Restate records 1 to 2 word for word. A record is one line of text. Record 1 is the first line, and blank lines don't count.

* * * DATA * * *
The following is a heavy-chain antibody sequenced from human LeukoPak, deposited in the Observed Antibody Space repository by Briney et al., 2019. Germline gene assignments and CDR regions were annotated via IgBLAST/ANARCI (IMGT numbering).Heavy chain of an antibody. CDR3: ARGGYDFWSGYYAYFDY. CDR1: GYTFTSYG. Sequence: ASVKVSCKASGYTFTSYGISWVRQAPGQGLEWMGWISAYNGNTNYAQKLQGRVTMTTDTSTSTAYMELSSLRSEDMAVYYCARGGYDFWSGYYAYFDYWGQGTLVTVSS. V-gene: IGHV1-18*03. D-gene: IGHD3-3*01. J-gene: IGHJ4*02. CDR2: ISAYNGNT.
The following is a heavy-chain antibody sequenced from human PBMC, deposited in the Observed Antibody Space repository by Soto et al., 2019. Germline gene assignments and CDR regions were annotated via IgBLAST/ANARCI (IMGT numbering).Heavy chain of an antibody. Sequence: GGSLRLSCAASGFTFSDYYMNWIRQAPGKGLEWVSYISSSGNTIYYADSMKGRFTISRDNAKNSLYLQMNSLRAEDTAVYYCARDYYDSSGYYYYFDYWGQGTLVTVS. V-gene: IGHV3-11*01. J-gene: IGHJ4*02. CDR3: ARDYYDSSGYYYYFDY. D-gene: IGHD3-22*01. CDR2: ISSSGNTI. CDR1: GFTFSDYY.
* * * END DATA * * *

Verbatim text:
The following is a heavy-chain antibody sequenced from human LeukoPak, deposited in the Observed Antibody Space repository by Briney et al., 2019. Germline gene assignments and CDR regions were annotated via IgBLAST/ANARCI (IMGT numbering).Heavy chain of an antibody. CDR3: ARGGYDFWSGYYAYFDY. CDR1: GYTFTSYG. Sequence: ASVKVSCKASGYTFTSYGISWVRQAPGQGLEWMGWISAYNGNTNYAQKLQGRVTMTTDTSTSTAYMELSSLRSEDMAVYYCARGGYDFWSGYYAYFDYWGQGTLVTVSS. V-gene: IGHV1-18*03. D-gene: IGHD3-3*01. J-gene: IGHJ4*02. CDR2: ISAYNGNT.
The following is a heavy-chain antibody sequenced from human PBMC, deposited in the Observed Antibody Space repository by Soto et al., 2019. Germline gene assignments and CDR regions were annotated via IgBLAST/ANARCI (IMGT numbering).Heavy chain of an antibody. Sequence: GGSLRLSCAASGFTFSDYYMNWIRQAPGKGLEWVSYISSSGNTIYYADSMKGRFTISRDNAKNSLYLQMNSLRAEDTAVYYCARDYYDSSGYYYYFDYWGQGTLVTVS. V-gene: IGHV3-11*01. J-gene: IGHJ4*02. CDR3: ARDYYDSSGYYYYFDY. D-gene: IGHD3-22*01. CDR2: ISSSGNTI. CDR1: GFTFSDYY.